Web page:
Friday, October 25, 2013

Cunningham Mill & Wildwood

While the Dougherty Extension Railroad was built to service the Dougherty brothers' mill up at Riverside Grove, its passage through the property of James F. Cunningham, in whose firm the Doughertys were partners, could not be missed. Lt. Cunningham was a Canadian from New Brunswick who served in the 15th Main Infantry during the Civil War. For five years after the war, he travelled around the East Coast before finally moving to California in 1869. After going bankrupt in San Francisco the next year, he restarted his life on a homestead on Fall Creek where he became a lumberman. Within months he had earned enough money to open a general store in Felton. In 1878, he sold his store and opened a new one while also expanding his milling operations in the valley. By 1885, he had moved to Boulder Creek where his mill operated two miles north of town. His property, named the Cunningham & Company Mill, was built along the San Lorenzo Flume & Transportation Company flume grade.

Cunningham Mill crew posing for a photograph outside the mill house. (Courtesy San Lorenzo Valley Museum)
The Cunningham Mill's history with the South Pacific Coast Railroad began in 1885. In that year, the railroad began service to Boulder Creek. The Dougherty brothers almost immediately began construction on a line that would extend to their mill four miles north of town, passing through Cunningham's mill in the process. The Dougherty Extension Railroad, therefore, connected the mill directly via rail to Boulder Creek and the rest of the United States. On a regular basis, up to five carloads of milled lumber would be shipped to Santa Cruz via the Cunningham & Company Mill.

1892 Sanborn Fire Insurance survey map of the Cunningham & Co. planing mill facility in Santa Cruz near the depot.
 (Courtesy UC Santa Cruz, Digital Collections)
The "Dinky" on the Wildwood Railroad in 1915.
(Courtesy Bruce MacGregor)
Edward Sanford Harrison notes in his History of Santa Cruz County, California (1892) that the mill had a capacity of milling 40,000 board feet of lumber per day. In addition, the company milled 12 million shingles a year. This mill was connected with a planing mill in Santa Cruz that also produced building materials and furniture, some of which was then sold at Henry L. Middleton's store in Boulder Creek. Indeed, Middleton's store (also known as Doughertys') was originally constructed by Cunningham and later sold to the Doughertys.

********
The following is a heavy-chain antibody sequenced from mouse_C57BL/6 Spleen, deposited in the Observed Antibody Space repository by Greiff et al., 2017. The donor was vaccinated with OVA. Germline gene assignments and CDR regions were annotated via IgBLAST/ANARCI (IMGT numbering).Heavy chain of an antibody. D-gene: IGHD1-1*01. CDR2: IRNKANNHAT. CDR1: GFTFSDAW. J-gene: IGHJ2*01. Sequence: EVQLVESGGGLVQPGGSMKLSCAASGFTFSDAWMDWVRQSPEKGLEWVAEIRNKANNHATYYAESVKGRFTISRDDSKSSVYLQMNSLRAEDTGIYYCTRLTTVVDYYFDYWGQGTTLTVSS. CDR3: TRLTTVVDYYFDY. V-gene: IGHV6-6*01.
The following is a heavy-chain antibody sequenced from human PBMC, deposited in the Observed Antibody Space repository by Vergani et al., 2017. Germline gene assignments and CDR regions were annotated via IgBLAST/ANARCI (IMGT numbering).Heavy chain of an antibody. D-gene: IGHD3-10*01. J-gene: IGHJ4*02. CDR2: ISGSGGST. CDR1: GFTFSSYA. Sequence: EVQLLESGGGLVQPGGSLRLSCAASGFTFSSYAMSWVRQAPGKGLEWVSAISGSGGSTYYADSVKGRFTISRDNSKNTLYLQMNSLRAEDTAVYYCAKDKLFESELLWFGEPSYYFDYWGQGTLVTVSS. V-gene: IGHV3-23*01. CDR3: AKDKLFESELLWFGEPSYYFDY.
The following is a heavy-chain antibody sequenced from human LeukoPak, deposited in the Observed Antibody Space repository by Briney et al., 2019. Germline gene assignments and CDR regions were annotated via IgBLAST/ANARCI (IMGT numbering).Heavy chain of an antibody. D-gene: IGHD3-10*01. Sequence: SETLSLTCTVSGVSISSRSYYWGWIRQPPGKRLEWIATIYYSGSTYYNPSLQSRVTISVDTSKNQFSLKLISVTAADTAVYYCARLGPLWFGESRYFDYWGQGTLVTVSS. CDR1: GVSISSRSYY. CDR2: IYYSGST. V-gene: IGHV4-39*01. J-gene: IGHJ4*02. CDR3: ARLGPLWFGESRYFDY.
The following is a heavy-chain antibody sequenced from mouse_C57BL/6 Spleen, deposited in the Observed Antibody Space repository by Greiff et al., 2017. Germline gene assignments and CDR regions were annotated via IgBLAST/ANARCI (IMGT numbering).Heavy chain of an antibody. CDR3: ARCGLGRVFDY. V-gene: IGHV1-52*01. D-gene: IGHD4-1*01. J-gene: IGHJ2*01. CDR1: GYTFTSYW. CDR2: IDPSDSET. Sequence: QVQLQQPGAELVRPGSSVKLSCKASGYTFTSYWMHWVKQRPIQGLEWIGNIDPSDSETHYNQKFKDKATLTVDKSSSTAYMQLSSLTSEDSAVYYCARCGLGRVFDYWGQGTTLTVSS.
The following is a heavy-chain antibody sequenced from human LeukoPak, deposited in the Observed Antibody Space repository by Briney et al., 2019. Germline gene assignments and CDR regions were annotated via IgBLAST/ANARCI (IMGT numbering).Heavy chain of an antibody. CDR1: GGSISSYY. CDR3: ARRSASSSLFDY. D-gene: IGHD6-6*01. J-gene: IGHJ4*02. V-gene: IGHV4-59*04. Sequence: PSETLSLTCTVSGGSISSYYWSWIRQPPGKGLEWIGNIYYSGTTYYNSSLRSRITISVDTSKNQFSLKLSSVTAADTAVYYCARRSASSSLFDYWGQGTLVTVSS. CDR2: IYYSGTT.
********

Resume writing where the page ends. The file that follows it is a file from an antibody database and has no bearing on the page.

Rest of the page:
The mill was managed by James and his brother J.W. Cunningham, although Middleton and James Dougherty were also frequent partners in the operation. In 1890, Cunningham retired from working his mill and moved to Santa Cruz, with the property likely passing to the Santa Clara Valley Mill & Lumber Company owned by the Doughertys. J.W. Cunningham may have continued to run the mill for the Doughertys for another few years as a Sanborn Fire Insurance map in 1892 still shows the Santa Cruz properties operating under the family's name. Logging was likely on the decline in the immediate are since operations had been a continuous process in the area since at least the 1870s. James Cunningham died on 23 November 1907. J.W. later came on as general superintendent of the S.C.V.M.&L.C. from 1901. There is no mention of the Cunningham Mill after 1892. While the Cunningham Mill served as a stop on the Dougherty Extension line from 1887 until at least 1890, it was not a general-use passenger stop and only people related to the logging operations regularly traveled on the line.

Wildwood Railroad prospector train, a small
engine used to help sell properties to customers
when the Dinky wasn't required.
(Courtesy Rick Hamman)
It's brief stint as a passenger stop began in April 1914 when the stop adopted the name Wildwood No. 1, the precursor to the Wildwood subdivision. The route was leased from the California Timber Company by a development firm in Oakland to sell properties at the former mill sites. The engine that operated this line was the "Dinky", originally the "Felton" of the Santa Cruz & Felton Railroad of 1875 and by now the oldest continuously operating engine in Santa Cruz history. Rick Hamman states that the realtor, E.S. Cheney, "would wine and dine and soft-sell property to...interested parties. Lots went of the unbelievable price of $125.00 each, and houses were a mere $250.00 to $600.00, depending on what conveniences were desires." By June 1915, buses replaced railroad transport to Wildwood and the line sat unused until it was finally removed in 1917 to provide steel for World War I.

The subdivision still remains at Wildwood, though I daresay it looks much different than it did when Cheney sold the properties in 1915. Few of the properties sold or were developed and the region remains sparsely settled. Of the railroad, little is left. Even the precise location of the mill is up for debate, though the right-of-way was likely River Road, implying that the railroad crossed the San Lorenzo River near Pleasant Way. Wildwood Road and Wildrose Terrace are likely the heart of the original subdivision, though it eventually spread southward and across the river.


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